You can’t understand the structure of Ruapekapeka Pā and the layout of the battlefield without thinking about the armaments in use during the battle. The pā is dramatically different from traditional Māori pā designed to defend against traditional Māori weapons. Ruapekapeka was especially designed to resist artillery fire and to provide high quality firing positions to defend against assault.

The British gun batteries were carefully placed to maximise the effectiveness of the heavy artillery at their disposal. They had a massive advantage in terms of fire-power. Expert artillerymen from the navy were sent to Ruapekapeka with an impressive array of cannon, mortar, howitzers and rocket tubes. The troops were armed with high quality percussion muskets, modern technology at the time.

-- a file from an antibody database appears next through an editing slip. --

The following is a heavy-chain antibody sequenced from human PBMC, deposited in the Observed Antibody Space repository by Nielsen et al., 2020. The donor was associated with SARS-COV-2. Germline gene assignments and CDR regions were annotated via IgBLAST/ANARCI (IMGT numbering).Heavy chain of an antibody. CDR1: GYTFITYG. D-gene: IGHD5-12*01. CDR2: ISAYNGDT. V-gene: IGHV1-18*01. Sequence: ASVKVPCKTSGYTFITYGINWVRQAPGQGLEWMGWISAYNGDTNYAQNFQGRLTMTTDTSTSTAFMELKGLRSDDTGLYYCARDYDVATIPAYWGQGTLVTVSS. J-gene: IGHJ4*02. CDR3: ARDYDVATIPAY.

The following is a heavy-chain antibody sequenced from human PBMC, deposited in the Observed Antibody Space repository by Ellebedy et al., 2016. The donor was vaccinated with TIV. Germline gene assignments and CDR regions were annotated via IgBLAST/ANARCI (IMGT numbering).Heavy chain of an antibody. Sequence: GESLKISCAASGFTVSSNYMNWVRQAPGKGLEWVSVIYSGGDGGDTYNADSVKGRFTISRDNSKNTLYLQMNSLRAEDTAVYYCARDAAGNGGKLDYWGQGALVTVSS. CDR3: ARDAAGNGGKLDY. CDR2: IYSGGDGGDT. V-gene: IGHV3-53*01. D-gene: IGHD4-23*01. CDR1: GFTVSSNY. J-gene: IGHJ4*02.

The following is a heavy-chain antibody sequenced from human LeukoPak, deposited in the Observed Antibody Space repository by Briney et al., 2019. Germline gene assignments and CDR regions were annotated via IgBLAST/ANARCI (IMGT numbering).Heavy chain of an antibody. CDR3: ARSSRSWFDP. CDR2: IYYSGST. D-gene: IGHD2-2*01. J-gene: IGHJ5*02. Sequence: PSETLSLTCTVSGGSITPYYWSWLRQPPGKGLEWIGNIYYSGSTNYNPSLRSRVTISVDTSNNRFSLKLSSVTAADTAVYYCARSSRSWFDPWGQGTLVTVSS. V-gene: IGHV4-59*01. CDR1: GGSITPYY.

Ngāpuhi inside the were armed with older-style flint-lock muskets and double-barrelled muzzle-loaders (tupara). Māori chief Te Ruki Kawiti had two pieces of artillery (a carronade and a 4-pounder gun) but he was unable to use them effectively against the British. The warriors also carried traditional club-like weapons such as patu, but this was a battle defined by the use of muskets and artillery.

3 x 32-pounder cannon (sea service) one at the main camp, two at the main battery
1 x 18-pounder cannon (sea service)1
advanced battery
1 x 6 pounder brass gun (field service) main camp
4 x 5 ½ inch mortars main battery
2 x 12-pound howitzer one at advanced battery, one at main camp
2 x rocket-tubes2 (Congreve rockets) main camp
Possibly some Coehorn mortars (4 ½ inch)3


1 According research by John Osborne this cannon was from the H.E.I.C.S Elphinstone, an East India Company ship sent to New Zealand (pers. com. July 2013).

2 In a despatch dated 9 January 1846, Despard refers to “an apparatus for throwing rockets”. According to J. Cowan (The New Zealand Wars 1955:75,81) the British had “two rocket-tubes” at the main camp.

3 John Osborne (pers. com. July 2013)

For more information about arms see also: New Zealand Arms Register website